Chapter 3Creation of a CSV file with random values transformation

Chapter 4 – Filtering, Searching, and Performing Other Useful Operations with Data
Explains how to sort and filter data, grouping data by different criteria and looking up for data outside the main stream of data. Some data cleasing tasks are also performed in this chapter.

Chapter 4Filtering data transformation

Chapter 5 – Controlling the Flow of Data
In this very important for ETL developers chapter we will learn how to control the flow of data. In particular we will cover the following topics: Copying and distributing rows, Splitting streams based on conditions and merging streams of data.

Chapter 5Copying rows transformation

Chapter 6 – Transforming Your Data by Coding
This chapter explains how to insert code in your transformations. Specially you will learn: Inserting and testing Javascript and Java code in your transformations and Distinguishing situations where coding is the best option, from those where there are better alternatives. PDI uses the Rhino javascript engine from Mozilla https://developer.mozilla.org/en-US/docs/Rhino/Overview . For allowing Java programming inside PDI, the tool uses the Janino project libraries. Janino es a supper-small and fast embedded compiler that compiles Java code at runtime http://docs.codehaus.org/display/JANINO/Home . In summary,always remember that code in the Javascript step is interpreted, whereas the code in User Java Class is compiled. This means that a transformation that uses the UDJC step will have much better performance.

Chapter 6Transformation with java code

Chapter 7 – Transforming the Rowset
This chapter will be dedicated to learn how to convert rows to columns (denormalizing) and converting columns to rows (normalizing) . Furthermore, you will be introduced to a very important topic in data warehousing called time dimensions.

Chapter 7Denormalizing rows transformation

Chapter 8 – Working with databases
This is the firs of two chapters fully dedicated to working with databases. We will learn how to connect to a database, preview and get data from a database and insert/update/delete data from a database.

Chapter 8List of some of the many types of databases available to connect to in PDI

Chapter 9 – Performing Advanced Operations with Databases
This chapter explains different advanced operations with databases: Doing simple and complex lookups in a database. Besides an introduction in dimensional modeling and loading dimensions is included.

Chapter 9Database lookup in a transformation

Chapter 10 – Creating Basic Task Flows
So far, we have been working with data (running transformations). A PDI transformation does not run in isolation and usually is embedded in a bigger process. These processes like generating a daily report and transfer the report to a shared repository or updating a data ware house and  sending a notification by email  can be implemented by PDI jobs. In this chapter we will be introduced to jobs, executing tasks upon conditions and working with arguments and named paramenters.

Chapter 10Creating a folder transformation

Chapter 11 – Creating Advanced Transformations and Jobs
This chapter is about learning techniques for creating complex transformations and jobs (create subtransformations, implement process flows, nest jobs, iterate the execution of jobs and transformations …)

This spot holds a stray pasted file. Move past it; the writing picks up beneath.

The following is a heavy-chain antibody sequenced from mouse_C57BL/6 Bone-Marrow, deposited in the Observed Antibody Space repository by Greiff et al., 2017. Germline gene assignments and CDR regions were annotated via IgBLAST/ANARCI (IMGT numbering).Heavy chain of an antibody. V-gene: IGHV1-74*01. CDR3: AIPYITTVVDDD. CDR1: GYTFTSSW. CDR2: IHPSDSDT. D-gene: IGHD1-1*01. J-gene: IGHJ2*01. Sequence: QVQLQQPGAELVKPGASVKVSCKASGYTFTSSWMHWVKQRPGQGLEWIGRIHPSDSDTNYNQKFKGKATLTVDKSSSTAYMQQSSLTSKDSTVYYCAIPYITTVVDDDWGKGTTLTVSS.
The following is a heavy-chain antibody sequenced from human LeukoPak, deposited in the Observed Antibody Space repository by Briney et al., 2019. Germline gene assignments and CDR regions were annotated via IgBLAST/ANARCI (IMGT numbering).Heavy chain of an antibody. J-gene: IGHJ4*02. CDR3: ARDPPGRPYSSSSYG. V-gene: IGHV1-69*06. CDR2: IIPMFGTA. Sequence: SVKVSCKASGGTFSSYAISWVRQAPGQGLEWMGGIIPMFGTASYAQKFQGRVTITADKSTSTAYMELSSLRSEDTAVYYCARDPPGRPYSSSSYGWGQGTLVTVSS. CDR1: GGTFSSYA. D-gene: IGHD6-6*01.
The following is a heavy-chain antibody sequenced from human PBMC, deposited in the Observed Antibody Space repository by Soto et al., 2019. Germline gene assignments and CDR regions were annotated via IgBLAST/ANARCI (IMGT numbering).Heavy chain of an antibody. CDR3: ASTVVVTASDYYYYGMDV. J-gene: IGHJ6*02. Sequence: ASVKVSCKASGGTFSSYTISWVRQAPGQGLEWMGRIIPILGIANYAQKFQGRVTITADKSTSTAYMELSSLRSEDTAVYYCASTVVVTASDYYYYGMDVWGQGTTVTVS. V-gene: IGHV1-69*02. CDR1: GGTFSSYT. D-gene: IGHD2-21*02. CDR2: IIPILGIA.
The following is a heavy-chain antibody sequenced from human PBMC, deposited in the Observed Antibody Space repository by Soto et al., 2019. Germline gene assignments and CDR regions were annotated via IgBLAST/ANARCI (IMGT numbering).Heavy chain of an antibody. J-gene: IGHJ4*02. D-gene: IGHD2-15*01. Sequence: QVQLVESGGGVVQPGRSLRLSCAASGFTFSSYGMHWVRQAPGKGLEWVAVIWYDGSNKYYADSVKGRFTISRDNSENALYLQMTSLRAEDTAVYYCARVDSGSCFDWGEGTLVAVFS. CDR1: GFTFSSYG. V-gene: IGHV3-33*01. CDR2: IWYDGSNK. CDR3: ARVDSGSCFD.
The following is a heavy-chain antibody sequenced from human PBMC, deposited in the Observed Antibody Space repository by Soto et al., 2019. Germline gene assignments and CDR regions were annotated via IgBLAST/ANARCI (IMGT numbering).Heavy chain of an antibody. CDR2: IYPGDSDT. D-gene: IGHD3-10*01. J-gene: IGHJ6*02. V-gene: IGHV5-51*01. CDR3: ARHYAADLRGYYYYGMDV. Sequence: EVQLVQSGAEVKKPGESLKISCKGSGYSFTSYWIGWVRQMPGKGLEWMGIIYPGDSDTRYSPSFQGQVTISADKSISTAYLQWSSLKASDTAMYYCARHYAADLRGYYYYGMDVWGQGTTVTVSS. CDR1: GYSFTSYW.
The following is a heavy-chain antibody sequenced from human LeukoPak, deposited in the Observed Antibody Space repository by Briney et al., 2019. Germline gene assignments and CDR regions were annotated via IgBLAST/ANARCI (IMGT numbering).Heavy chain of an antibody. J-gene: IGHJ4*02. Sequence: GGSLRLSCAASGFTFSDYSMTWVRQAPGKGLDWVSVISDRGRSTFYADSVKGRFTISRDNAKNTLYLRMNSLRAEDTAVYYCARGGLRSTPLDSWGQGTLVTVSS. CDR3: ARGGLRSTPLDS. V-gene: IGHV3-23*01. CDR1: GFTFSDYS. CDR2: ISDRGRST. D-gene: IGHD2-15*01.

Chapter 11Execute transformation included in a job for every input row

Chapter 12 – Developing and Implementing a Simple Datamart
This chapter will cover the following: Introduction to a sales datamart based on a provided database, loading the dimensions and fact table of the sales datamart and automating what has been done.

Appendix A- Working With Repositories
PDI allows us storing our transformations and jobs under 2 different configurations: file-based and database repository. Along this book we have used file-based option, however the database repository is convenient in some situations.

Appendix B- Pan and Kitchen – LaunchingTransformations and Jobs from the Command Line

Despite having used Spoon as the tool for running jobs and transformation you may also run them from a terminal window. Pan is a cmd-line program which lets you launche the transformations designed in Spoon, both the .ktr files and from a repository. The counterpart to Pan is Kitchen, which allows you to run jobs from .kjb files and from a repository.

Appendix C-  Quick Reference – Steps and Job Entries

This appendix summarizes the purpose of  the steps and jobs entries  used in the labs throughout the book.

Appendix D-  Spoon Shortcuts

This very useful appendix includes tables summarizing  the main Spoon shortcuts.

Appendix E-  Introducing PDI 5 features

New PDI 5 features (PDI 5 is currently available now)

Book link:

https://www.packtpub.com/pentaho-data-integration-beginners-guide-2e/book

Oracle tips (Display sessions by user,application and Tablespace info)


Sometimes you are developing with kettle and you need to open several connections to the same database, in this case I will show how to check the amount of connections opened in Oracle. Below there are some useful queries:

-- Show sessions by user
select osuser, username, machine, program
from v$session
order by osuser
-- Show sessions by application
select program Application, count(program) Number_of_Sessions
from v$session
group by program
order by Number_of_Sessions desc

If you detect you have too many connections it is time to convert your transformations transactional, using this feature you will prevent collapse the pool of connections. (Check the option Make the transformation database transactional? )